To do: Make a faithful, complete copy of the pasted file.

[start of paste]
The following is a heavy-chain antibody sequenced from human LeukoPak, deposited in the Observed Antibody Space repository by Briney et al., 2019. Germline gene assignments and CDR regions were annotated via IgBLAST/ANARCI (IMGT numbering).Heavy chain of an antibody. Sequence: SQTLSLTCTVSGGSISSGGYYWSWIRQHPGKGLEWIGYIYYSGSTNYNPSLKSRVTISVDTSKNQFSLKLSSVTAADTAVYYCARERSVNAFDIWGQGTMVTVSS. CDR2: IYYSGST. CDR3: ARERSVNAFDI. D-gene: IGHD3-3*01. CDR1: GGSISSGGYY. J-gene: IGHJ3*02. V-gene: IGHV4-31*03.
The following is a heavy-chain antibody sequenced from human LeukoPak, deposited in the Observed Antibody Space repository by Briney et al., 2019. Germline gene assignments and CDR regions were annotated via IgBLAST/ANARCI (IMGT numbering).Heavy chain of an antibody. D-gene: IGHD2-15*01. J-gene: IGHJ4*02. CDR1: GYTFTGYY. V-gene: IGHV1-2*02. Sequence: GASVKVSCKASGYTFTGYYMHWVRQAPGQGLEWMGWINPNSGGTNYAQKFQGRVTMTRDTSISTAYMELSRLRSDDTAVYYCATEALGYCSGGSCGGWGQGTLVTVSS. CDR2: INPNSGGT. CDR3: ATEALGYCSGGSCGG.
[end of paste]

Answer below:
The following is a heavy-chain antibody sequenced from human LeukoPak, deposited in the Observed Antibody Space repository by Briney et al., 2019. Germline gene assignments and CDR regions were annotated via IgBLAST/ANARCI (IMGT numbering).Heavy chain of an antibody. Sequence: SQTLSLTCTVSGGSISSGGYYWSWIRQHPGKGLEWIGYIYYSGSTNYNPSLKSRVTISVDTSKNQFSLKLSSVTAADTAVYYCARERSVNAFDIWGQGTMVTVSS. CDR2: IYYSGST. CDR3: ARERSVNAFDI. D-gene: IGHD3-3*01. CDR1: GGSISSGGYY. J-gene: IGHJ3*02. V-gene: IGHV4-31*03.
The following is a heavy-chain antibody sequenced from human LeukoPak, deposited in the Observed Antibody Space repository by Briney et al., 2019. Germline gene assignments and CDR regions were annotated via IgBLAST/ANARCI (IMGT numbering).Heavy chain of an antibody. D-gene: IGHD2-15*01. J-gene: IGHJ4*02. CDR1: GYTFTGYY. V-gene: IGHV1-2*02. Sequence: GASVKVSCKASGYTFTGYYMHWVRQAPGQGLEWMGWINPNSGGTNYAQKFQGRVTMTRDTSISTAYMELSRLRSDDTAVYYCATEALGYCSGGSCGGWGQGTLVTVSS. CDR2: INPNSGGT. CDR3: ATEALGYCSGGSCGG.